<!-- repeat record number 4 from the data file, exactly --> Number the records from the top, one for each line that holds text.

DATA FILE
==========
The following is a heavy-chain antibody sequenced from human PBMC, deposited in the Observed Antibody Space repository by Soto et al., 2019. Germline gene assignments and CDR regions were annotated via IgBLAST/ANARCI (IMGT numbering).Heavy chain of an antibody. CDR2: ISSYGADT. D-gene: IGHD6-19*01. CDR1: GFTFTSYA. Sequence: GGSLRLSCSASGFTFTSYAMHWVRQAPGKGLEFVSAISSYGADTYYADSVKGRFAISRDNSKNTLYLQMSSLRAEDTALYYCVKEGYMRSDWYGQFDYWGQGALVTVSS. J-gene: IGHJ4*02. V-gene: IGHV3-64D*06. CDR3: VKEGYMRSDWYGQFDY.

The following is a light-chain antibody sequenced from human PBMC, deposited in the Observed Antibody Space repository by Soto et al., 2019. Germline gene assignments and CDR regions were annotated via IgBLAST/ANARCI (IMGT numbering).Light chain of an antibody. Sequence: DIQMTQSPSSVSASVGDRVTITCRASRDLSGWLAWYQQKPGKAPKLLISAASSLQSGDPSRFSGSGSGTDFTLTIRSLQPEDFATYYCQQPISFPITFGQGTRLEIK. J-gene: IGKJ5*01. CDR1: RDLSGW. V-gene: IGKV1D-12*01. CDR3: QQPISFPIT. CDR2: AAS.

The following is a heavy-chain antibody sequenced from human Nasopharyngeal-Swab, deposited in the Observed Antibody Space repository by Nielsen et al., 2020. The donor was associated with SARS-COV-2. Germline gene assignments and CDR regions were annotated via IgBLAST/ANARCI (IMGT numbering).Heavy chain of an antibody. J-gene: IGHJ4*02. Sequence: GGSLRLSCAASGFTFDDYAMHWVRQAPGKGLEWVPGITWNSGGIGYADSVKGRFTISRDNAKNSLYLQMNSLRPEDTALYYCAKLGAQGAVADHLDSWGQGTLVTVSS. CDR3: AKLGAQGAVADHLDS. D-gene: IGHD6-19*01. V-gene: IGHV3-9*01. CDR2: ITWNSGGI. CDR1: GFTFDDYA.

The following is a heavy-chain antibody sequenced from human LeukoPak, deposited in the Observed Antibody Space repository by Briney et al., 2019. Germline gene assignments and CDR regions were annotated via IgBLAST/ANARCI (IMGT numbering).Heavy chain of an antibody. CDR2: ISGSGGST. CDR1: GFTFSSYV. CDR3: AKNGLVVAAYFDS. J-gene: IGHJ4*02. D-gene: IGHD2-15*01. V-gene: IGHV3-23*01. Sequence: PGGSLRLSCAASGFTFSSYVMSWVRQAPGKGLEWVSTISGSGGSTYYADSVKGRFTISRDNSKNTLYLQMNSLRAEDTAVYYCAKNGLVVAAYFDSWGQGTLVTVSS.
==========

The following is a heavy-chain antibody sequenced from human LeukoPak, deposited in the Observed Antibody Space repository by Briney et al., 2019. Germline gene assignments and CDR regions were annotated via IgBLAST/ANARCI (IMGT numbering).Heavy chain of an antibody. CDR2: ISGSGGST. CDR1: GFTFSSYV. CDR3: AKNGLVVAAYFDS. J-gene: IGHJ4*02. D-gene: IGHD2-15*01. V-gene: IGHV3-23*01. Sequence: PGGSLRLSCAASGFTFSSYVMSWVRQAPGKGLEWVSTISGSGGSTYYADSVKGRFTISRDNSKNTLYLQMNSLRAEDTAVYYCAKNGLVVAAYFDSWGQGTLVTVSS.